I Dream of Jeanie (1952)
Director: Allan Dwan.
Starring: Ray Middleton (Edwin P. Christy), Bill Shirley (Stephen Foster), Muriel Lawrence (Inez McDowell), Eileen Christy (Jeanie McDowell), Lynn Bari (Mrs. McDowell), Dick Simmons (Dunning Foster), Scott Elliott (Milford Wilson), Andrew Tombes (R.E. Howard), James Dobson (Spike), Percy Helton (Mr. Horker), Glen Turnbull (Specialty Dancer), Louise Beavers (Mammy), James Kirkwood (Doctor), Carl 'Alfalfa' Switzer (Freddie), Fred Moultrie (Chitlin).
the story of popular song-writer Stephen Foster
Spoiler Warning: below is a summary of the entire movie.
Good movie. Cincinnati, Ohio. Young Stephen Foster is at work as a book keeper. He receives 50 copies of his song "Oh, Susannah," one of the most popular hits of its day. His colleagues are shocked that he received no royalties for the song and that his name is not even on the song sheet.
Stephen has been saving up to marry his girl, Inez McDowell. But when one of the black street kids is seriously hurt in an accident he gives all his savings of $22 dollars and 3 Dixie dollars to pay for the child's medical care. Foster is very grateful to the blacks he has known for they have taught him everything he knows about music -- a music which is very definitely characterized by a black flavor.
Stopping to help the injured child makes Stephen too late to pick up Inez at the steamboat river dock. When he arrives at the McDowell home, his rival Milford Wilson is already at the house. Apparently, he was the one who picked up Inez at the dock. Jeanie, the sister of Inez, is very glad to see Stephen, but Inez is still furious with him and won't see him.
Stephen lives out in the converted stables of the McDowell home. He starts playing some of his songs that he wrote. Jeanie comes out to console him and stays to sing duets with him. Inez comes out to complain about the music. She only likes the Classics and considers Foster's popular music vulgar.
Stephen learns that he is in deep trouble. Mr. Howard, the publisher of "Oh, Susannah," tells Stephen that he owes the publisher $1,000 because Foster also sent the song to eleven competitors. Later the famous minstrel Edwin P. Christy of the Christy Minstrels comes in to say that Stephen owes him $800 in order to buy out the other popular singers to whom Stephen also sent copies of "Oh, Susannah."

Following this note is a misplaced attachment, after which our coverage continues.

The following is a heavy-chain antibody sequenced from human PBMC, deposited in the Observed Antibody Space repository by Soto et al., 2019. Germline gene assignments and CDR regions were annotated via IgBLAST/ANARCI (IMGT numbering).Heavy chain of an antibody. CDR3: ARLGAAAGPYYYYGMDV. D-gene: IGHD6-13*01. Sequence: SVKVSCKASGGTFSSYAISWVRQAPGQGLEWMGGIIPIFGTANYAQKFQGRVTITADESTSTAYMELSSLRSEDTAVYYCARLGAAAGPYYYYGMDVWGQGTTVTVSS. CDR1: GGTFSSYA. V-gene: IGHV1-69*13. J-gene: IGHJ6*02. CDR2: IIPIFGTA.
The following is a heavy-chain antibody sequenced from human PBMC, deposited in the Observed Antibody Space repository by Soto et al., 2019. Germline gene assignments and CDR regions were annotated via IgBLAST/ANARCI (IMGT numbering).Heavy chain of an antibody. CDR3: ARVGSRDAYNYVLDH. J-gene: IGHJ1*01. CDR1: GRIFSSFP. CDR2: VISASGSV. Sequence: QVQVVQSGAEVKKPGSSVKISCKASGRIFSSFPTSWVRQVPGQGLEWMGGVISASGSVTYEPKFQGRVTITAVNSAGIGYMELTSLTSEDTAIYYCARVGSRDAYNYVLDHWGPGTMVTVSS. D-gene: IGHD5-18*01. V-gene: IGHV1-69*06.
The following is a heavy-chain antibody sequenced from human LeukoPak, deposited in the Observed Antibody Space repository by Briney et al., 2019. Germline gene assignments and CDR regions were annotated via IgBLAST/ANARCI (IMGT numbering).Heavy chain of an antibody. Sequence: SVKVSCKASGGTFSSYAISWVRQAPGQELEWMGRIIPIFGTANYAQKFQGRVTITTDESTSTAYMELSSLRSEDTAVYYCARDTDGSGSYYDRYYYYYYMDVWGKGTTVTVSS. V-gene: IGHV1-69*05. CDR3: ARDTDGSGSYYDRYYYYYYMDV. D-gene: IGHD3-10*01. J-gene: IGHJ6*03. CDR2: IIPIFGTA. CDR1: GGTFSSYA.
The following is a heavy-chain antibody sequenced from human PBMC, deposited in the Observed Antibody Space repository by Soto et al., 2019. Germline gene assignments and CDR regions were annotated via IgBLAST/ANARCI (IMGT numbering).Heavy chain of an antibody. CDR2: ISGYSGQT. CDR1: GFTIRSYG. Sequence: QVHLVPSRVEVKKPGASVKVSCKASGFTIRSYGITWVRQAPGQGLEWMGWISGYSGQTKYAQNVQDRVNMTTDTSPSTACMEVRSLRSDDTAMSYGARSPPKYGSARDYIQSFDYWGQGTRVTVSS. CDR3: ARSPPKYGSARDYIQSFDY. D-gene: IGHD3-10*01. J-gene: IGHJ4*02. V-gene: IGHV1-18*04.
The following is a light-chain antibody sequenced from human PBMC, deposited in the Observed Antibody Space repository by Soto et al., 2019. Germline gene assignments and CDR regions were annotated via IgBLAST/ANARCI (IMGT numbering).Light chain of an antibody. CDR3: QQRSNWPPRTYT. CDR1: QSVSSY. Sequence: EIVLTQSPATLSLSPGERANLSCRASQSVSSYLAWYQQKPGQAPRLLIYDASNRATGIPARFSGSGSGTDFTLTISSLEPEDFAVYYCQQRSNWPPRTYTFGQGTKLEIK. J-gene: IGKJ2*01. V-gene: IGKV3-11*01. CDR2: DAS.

But Stephen's brother, the wealthy Dunning Foster, arrives in the nick of time. He goes on the attack against both Christy and Mr. Howard for not giving his brother any royalties for his song. Christy takes it well and befriends the Foster brothers. He heads over to see Stephen with Dunning and finds four new sure-fire hits that Stephen has written. Christy is so enthusiastic that he takes over Inez's recital to sing Foster songs for the assembled group.
Inez is furious again at Stephen. To try to make it up to her, he says he will introduce her to the famous opera singer Jenny Lind. He also swears to Inez that he will devote himself only to the Classics.
But Inez proves to be not only completely self-centered but also a two-timer for she is in love with Milford. Jeanie deliberately shows Stephen Milford kissing Inez. Stephen falls apart and runs away. Before leaving he tears up a lot of the music in his apartment.
Jeanie, Mrs. McDowell, Dunning Foster and Christy do all they can to find Stephen. They decide to travel south downriver in search of Stephen. They all meet at Natchez, Mississippi on the Mississippi River. They are about to give up hope when Jeanie hears the sound of Stephen playing his flute in the local bar. They are re-united.
Stephen finally realizes that it is Jeanie he loves rather than her selfish sister, Inez.
I really liked the movie, partly because I grew up in segregated Florida and learned many Stephen Foster songs in school. My favorite was "Old Black Joe." I also liked the movie because I had visited the Stephen Foster Museum along the Suwannee River in Florida to find that I had never even heard quite a few of Foster's most famous tunes. The movie is a musical and many of Foster's tunes are sung by four very good singers. I especially liked hearing for the first time his song about his Old Dog Tray. In addition, I liked the emphasis on the importance of black-influenced minstrel music in the popular music of the time. Plus, the story is a nice, sweet love story. Much of the music now-a-days would not be played because it is politically incorrect, but don't let that discourage you. I'm a civil rights activist and I love that minstrel music and dancing. American music has been greatly influenced by our African-Americans and we should celebrate that, even if the old music is no longer politically correct.
Patrick Louis Cooney, Ph. D.
See CHAPTER 9. PLANTATION LIFE of Discovering Jacksonville and the Surrounding Area: Historical Tours.
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